My First and Second Experiences with Turo
Perhaps you'll recall my How To Afford A Tesla Model S article where I mentioned Turo as a method that can be used to offset the cost of the electric luxury vehicle. I figured it would be best to put my money (or in this case, my car) where my mouth is and see where the road leads. I began my journey many years ago, when the app was still called RelayRides. I listed my old 2004 GTO on the app at the time, but never rented it due to key exchange time issues or other related scheduling.
I sold that car after someone crashed into me, and largely forgot about the app altogether, until I was researching for my Model S article and stumbled back onto the newly branded App. For those of you unfamiliar, the skinny is that you rent your car day-to-day or week-to-week, just in the same way you might rent a room or a house on AirBnB. You meet your guests, do a quick identity verification, driver eligibility verification, and take snapshots of your car in varying angles to document pre-existing damage or concerns of the renter. If I continue to do this when I have beefy, rear wheel drive cars, I will probably note tread depth and a lack of rubber spatter on the rear quarter panels to the renters. I have a feeling people might be inclined to do burnouts in a 425 lb-ft monster that my 1986 Corvette is going to be.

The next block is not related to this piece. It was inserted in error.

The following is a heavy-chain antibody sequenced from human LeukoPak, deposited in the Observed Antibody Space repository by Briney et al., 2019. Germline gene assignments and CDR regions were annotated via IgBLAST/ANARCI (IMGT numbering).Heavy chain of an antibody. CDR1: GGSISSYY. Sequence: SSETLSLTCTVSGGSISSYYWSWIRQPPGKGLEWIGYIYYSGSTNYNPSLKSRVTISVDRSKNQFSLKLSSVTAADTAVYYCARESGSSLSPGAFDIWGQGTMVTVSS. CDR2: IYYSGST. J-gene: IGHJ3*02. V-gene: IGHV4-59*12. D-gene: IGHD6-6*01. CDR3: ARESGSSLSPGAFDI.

Once the renter ID is verified and you are both satisfied with the description of the condition of the car, you hand them the keys (the app also has accommodations for people who want the car picked up/dropped off at the airport), and they are on their way. The cash starts rolling in.
Or at least, it would, in a perfect world.